Jose Mourinho offered some interesting observations during his two-game stint as a pundit on BeIN Sports, but his advice to Arsenal manager Unai Emery that Mesut Ozil "needs a little bit of care and a little bit of love" to perform at his best was the one which would have had everyone at Manchester United rolling their eyes.
Self-awareness has never been one of Mourinho's strong points, but telling a rival manager that he needs be more aware of a player's feelings appears to be a classic case of "Do as I say, not as I do."
Paul Pogba, Luke Shaw, Marcus Rashford, Alexis Sanchez, Chris Smalling and several other United players would argue that Mourinho did not heed his own advice when dealing with the differing personalities in the Old Trafford dressing room. Rather than offer care and love, Mourinho took abrasiveness to a new level in criticising his players openly and his final months in charge of United were full of negativity and acrimony. Yet the remarks about Ozil were only one element of an insight into precisely why Mourinho failed at United and why he must change his ways if he is ever to return to the top table of management again.
The main thing that came across from his appearances as a pundit in the Middle East was how much he is looking to the past, rather than the future. Mourinho's track record is great -- winning league titles in four different European countries, two Champions Leagues, UEFA Cup/Europa League success, and countless domestic cups in Portugal, England, Italy and Spain -- but to continue to be successful, a coach must move with the times.
Sir Alex Ferguson lasted so long at United because he was always prepared to embrace new ideas, find new coaches and, crucially, face forward. Yet all Mourinho could do was look backwards. He claimed that the term "parking the bus" was only coined "when I was champions with Real Madrid with 100 points and 106 goals." He insisted that Manchester City's Pep Guardiola and Liverpool's Jurgen Klopp are only having so much success because they have had the full support of their clubs -- overlooking the fact that he spent just short of £400m on new players during five transfer windows at United.
He then hit out at what he perceived to be double standards in terms of how the pair were viewed in comparison to him. "When Mourinho behaves bad on the touchline, when Mourinho kicks a bottle, when Mourinho does this, when Mourinho does that, he's out, he's suspended, he's paying for this," he said. "When Jurgen [Klopp] does, he's special. When Pep [Guardiola] does, he's special. When Mourinho does, he's out." He even had time to take a swipe at Mauricio Pochettino's failure to win any trophies at Tottenham, before spending a long period discussing his own successes at Chelsea back in 2004-07.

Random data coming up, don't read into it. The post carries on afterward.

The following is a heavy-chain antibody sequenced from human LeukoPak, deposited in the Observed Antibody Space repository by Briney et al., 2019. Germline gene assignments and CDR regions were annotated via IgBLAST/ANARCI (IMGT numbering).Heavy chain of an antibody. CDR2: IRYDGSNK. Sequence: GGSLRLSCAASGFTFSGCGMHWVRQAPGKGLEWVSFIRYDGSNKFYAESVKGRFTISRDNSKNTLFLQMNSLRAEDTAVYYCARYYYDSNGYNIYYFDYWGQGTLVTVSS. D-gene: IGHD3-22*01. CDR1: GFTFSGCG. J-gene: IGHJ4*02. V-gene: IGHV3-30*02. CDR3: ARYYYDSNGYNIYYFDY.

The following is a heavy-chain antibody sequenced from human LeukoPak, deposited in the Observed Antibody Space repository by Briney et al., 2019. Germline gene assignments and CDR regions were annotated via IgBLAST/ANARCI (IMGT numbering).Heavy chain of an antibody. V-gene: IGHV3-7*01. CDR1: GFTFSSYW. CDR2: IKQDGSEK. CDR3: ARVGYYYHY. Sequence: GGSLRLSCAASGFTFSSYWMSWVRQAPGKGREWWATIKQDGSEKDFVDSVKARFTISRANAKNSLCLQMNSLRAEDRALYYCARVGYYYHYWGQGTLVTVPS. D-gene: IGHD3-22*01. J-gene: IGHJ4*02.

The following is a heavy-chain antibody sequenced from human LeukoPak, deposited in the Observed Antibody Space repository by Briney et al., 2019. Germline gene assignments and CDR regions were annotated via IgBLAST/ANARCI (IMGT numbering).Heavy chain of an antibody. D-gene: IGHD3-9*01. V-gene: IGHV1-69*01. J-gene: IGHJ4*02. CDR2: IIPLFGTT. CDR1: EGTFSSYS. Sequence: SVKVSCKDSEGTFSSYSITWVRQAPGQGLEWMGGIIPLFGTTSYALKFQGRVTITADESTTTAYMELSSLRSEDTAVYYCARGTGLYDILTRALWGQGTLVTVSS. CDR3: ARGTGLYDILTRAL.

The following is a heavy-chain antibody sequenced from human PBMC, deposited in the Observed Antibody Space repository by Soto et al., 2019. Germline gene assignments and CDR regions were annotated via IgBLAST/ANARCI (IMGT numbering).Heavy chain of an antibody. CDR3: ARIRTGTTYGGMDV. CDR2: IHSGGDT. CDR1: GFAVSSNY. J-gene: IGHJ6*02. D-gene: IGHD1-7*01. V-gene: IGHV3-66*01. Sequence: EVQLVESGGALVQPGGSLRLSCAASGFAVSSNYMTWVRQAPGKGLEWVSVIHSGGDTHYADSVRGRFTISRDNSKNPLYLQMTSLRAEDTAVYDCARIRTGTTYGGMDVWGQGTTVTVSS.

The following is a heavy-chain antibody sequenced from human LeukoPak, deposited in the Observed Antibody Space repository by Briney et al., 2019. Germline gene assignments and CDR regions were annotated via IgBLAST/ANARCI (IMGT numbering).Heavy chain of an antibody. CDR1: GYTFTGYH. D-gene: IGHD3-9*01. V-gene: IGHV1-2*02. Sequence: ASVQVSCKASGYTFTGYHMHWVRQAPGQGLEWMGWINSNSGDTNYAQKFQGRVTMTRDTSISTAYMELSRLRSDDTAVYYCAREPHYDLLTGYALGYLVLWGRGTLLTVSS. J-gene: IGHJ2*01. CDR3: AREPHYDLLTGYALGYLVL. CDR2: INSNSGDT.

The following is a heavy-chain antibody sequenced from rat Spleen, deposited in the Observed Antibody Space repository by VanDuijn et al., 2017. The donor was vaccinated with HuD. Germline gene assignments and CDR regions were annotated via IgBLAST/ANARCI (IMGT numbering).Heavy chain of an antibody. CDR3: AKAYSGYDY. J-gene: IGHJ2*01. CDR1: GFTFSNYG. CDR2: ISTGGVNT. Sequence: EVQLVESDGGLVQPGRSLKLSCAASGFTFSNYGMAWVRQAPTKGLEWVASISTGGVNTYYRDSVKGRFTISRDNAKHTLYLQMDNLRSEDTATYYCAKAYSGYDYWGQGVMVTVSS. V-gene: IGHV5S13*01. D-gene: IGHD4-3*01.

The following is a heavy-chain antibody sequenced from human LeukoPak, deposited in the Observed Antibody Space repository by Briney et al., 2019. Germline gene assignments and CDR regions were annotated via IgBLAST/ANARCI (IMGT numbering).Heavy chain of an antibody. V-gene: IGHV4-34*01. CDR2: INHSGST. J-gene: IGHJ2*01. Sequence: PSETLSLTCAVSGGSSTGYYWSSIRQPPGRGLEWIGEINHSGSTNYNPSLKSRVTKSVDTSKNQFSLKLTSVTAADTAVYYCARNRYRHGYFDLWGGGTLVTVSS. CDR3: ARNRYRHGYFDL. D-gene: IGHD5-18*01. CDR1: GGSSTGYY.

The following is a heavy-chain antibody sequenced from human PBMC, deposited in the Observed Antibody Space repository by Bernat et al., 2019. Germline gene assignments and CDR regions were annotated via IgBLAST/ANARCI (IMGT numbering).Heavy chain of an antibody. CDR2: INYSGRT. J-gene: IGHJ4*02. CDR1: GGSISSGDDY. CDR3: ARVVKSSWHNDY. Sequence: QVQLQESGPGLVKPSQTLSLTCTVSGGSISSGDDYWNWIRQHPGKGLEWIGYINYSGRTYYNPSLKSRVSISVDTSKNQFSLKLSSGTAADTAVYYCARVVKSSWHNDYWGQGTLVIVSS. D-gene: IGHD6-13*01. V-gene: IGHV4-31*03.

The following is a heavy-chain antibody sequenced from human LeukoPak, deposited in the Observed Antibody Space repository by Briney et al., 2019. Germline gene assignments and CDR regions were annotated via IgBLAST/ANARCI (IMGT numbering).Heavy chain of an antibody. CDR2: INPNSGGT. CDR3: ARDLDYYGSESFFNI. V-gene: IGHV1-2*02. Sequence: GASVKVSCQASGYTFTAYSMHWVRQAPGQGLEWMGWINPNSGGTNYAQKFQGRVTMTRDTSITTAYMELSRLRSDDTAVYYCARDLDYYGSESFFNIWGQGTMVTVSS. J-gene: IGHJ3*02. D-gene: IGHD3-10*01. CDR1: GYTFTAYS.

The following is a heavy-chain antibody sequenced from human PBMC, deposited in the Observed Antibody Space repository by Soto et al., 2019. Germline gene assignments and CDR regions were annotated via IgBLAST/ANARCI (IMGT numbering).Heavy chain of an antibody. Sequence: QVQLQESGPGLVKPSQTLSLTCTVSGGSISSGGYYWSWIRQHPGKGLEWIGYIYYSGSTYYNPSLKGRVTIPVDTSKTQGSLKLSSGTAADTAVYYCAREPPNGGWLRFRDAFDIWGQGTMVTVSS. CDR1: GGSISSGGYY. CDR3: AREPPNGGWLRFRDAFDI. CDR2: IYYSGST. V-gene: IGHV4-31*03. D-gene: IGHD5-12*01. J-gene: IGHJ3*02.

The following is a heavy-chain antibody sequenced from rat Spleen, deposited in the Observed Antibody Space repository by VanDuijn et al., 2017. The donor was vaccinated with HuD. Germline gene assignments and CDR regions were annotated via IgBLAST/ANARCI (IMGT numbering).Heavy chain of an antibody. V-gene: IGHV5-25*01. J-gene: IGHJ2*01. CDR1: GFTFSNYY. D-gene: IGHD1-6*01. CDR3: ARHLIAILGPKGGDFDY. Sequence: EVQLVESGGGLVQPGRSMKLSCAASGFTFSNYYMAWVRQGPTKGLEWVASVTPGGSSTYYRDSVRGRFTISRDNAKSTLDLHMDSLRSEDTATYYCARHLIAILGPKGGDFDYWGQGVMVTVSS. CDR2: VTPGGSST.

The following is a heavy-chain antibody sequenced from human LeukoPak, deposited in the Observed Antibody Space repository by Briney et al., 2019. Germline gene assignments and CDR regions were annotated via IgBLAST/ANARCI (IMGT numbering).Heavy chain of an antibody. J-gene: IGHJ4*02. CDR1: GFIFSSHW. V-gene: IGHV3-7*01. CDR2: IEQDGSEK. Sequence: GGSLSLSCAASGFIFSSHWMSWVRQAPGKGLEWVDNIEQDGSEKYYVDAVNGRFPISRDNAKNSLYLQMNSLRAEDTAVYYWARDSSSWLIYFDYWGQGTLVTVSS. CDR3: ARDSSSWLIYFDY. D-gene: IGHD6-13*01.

Like his tactics at United, Mourinho always seems to be on the defensive or making not-so-subtle comments that hint at his dissatisfaction about his time at Old Trafford, from referring to his "amazing" CEO at Chelsea in Peter Kenyon -- there were no words of praise for Ed Woodward -- or suggesting that the "structure" at United was not up to standard.
Then there was the claim that "the manager is not there to keep the discipline at any cost," having cited Ferguson's mantra that no player can ever be allowed to think he is bigger than the club just moments earlier. Ferguson would never have allowed player discipline to be controlled by anybody but him, the manager, at Old Trafford; incredibly, Mourinho suggested that it should not be the manager's responsibility. He took the strongman approach to ruling United but after it didn't work and everything fell apart, he is now absolving himself of any blame.
You may have already noticed, but that is the running theme of Mourinho's comments on BeIN and it points to everyone else being at fault. Yet the seven-game winning run United have embarked upon since Ole Gunnar Solskjaer replaced him as caretaker manager last month suggests a different story.
The players and staff at United had become so demotivated and downcast under Mourinho that every area of the club began to suffer. Mourinho was identifying problems everywhere, but could not, or would not, see the biggest one of all: himself.
If Mourinho ever decides to play back the tape of his two appearances in the BeIN studio, he might just realise how hollow many of his claims sound. With almost every observation, he showed just how out of date he is and, ultimately, why he is out of a job at United.